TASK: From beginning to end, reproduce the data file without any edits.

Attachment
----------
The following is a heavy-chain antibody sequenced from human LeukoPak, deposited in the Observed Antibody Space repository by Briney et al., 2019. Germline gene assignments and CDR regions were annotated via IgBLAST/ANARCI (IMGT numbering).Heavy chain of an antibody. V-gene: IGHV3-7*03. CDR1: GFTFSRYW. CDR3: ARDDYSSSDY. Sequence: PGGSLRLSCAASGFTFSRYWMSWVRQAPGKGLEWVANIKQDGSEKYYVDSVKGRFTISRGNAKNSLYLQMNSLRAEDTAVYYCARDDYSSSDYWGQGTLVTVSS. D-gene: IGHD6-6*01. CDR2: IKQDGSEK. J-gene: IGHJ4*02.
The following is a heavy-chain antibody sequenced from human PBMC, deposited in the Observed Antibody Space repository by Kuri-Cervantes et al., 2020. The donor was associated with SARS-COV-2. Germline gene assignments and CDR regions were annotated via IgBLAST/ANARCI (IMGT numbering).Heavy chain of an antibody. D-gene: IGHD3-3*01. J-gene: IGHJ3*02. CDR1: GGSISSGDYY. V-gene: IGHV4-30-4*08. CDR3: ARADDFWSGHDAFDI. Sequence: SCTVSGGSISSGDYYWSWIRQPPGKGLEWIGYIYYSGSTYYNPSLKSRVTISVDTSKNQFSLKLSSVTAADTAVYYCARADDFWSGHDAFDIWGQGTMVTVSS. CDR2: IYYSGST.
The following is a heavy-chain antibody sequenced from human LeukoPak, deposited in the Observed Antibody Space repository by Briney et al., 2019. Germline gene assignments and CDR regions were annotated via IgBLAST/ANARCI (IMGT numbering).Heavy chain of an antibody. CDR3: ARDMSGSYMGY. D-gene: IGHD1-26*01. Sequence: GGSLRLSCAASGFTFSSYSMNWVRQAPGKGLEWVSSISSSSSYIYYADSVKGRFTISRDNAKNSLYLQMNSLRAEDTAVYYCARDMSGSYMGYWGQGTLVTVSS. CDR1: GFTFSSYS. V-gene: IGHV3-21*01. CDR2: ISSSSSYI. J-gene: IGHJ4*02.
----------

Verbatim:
The following is a heavy-chain antibody sequenced from human LeukoPak, deposited in the Observed Antibody Space repository by Briney et al., 2019. Germline gene assignments and CDR regions were annotated via IgBLAST/ANARCI (IMGT numbering).Heavy chain of an antibody. V-gene: IGHV3-7*03. CDR1: GFTFSRYW. CDR3: ARDDYSSSDY. Sequence: PGGSLRLSCAASGFTFSRYWMSWVRQAPGKGLEWVANIKQDGSEKYYVDSVKGRFTISRGNAKNSLYLQMNSLRAEDTAVYYCARDDYSSSDYWGQGTLVTVSS. D-gene: IGHD6-6*01. CDR2: IKQDGSEK. J-gene: IGHJ4*02.
The following is a heavy-chain antibody sequenced from human PBMC, deposited in the Observed Antibody Space repository by Kuri-Cervantes et al., 2020. The donor was associated with SARS-COV-2. Germline gene assignments and CDR regions were annotated via IgBLAST/ANARCI (IMGT numbering).Heavy chain of an antibody. D-gene: IGHD3-3*01. J-gene: IGHJ3*02. CDR1: GGSISSGDYY. V-gene: IGHV4-30-4*08. CDR3: ARADDFWSGHDAFDI. Sequence: SCTVSGGSISSGDYYWSWIRQPPGKGLEWIGYIYYSGSTYYNPSLKSRVTISVDTSKNQFSLKLSSVTAADTAVYYCARADDFWSGHDAFDIWGQGTMVTVSS. CDR2: IYYSGST.
The following is a heavy-chain antibody sequenced from human LeukoPak, deposited in the Observed Antibody Space repository by Briney et al., 2019. Germline gene assignments and CDR regions were annotated via IgBLAST/ANARCI (IMGT numbering).Heavy chain of an antibody. CDR3: ARDMSGSYMGY. D-gene: IGHD1-26*01. Sequence: GGSLRLSCAASGFTFSSYSMNWVRQAPGKGLEWVSSISSSSSYIYYADSVKGRFTISRDNAKNSLYLQMNSLRAEDTAVYYCARDMSGSYMGYWGQGTLVTVSS. CDR1: GFTFSSYS. V-gene: IGHV3-21*01. CDR2: ISSSSSYI. J-gene: IGHJ4*02.